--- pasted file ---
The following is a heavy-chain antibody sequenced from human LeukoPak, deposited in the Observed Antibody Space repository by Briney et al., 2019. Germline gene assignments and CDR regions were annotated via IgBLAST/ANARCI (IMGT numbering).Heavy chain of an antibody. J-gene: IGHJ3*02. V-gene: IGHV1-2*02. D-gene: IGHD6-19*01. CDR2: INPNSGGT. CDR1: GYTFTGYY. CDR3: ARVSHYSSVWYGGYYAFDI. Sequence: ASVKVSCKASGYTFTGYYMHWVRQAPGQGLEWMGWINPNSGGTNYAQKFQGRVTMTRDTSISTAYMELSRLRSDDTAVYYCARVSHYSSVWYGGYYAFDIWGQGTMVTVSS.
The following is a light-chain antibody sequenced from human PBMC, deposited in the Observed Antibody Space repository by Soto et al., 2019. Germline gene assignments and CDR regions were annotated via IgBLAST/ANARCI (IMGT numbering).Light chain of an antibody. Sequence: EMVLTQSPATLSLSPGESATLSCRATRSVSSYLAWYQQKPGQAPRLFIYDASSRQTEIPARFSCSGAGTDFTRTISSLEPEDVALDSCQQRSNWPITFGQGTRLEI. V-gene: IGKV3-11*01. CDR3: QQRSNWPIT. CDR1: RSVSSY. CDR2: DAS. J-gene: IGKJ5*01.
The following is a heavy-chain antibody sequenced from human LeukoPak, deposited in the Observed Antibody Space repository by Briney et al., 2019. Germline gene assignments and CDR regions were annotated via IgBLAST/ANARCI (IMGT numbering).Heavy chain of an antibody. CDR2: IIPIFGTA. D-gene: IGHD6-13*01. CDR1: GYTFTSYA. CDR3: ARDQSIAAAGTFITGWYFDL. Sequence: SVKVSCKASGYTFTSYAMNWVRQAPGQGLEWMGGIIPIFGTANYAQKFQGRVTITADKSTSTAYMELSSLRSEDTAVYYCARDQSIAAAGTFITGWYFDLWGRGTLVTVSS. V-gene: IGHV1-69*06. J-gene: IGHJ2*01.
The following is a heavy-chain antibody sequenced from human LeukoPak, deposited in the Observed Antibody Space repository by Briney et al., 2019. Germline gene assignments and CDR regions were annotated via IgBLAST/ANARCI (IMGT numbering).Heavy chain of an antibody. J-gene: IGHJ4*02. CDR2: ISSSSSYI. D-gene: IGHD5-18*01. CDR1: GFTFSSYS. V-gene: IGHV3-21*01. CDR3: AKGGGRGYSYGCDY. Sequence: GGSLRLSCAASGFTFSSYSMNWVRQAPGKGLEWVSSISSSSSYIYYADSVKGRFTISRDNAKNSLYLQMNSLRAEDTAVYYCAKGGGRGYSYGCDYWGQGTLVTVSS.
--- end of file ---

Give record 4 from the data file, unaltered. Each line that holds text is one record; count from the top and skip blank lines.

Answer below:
The following is a heavy-chain antibody sequenced from human LeukoPak, deposited in the Observed Antibody Space repository by Briney et al., 2019. Germline gene assignments and CDR regions were annotated via IgBLAST/ANARCI (IMGT numbering).Heavy chain of an antibody. J-gene: IGHJ4*02. CDR2: ISSSSSYI. D-gene: IGHD5-18*01. CDR1: GFTFSSYS. V-gene: IGHV3-21*01. CDR3: AKGGGRGYSYGCDY. Sequence: GGSLRLSCAASGFTFSSYSMNWVRQAPGKGLEWVSSISSSSSYIYYADSVKGRFTISRDNAKNSLYLQMNSLRAEDTAVYYCAKGGGRGYSYGCDYWGQGTLVTVSS.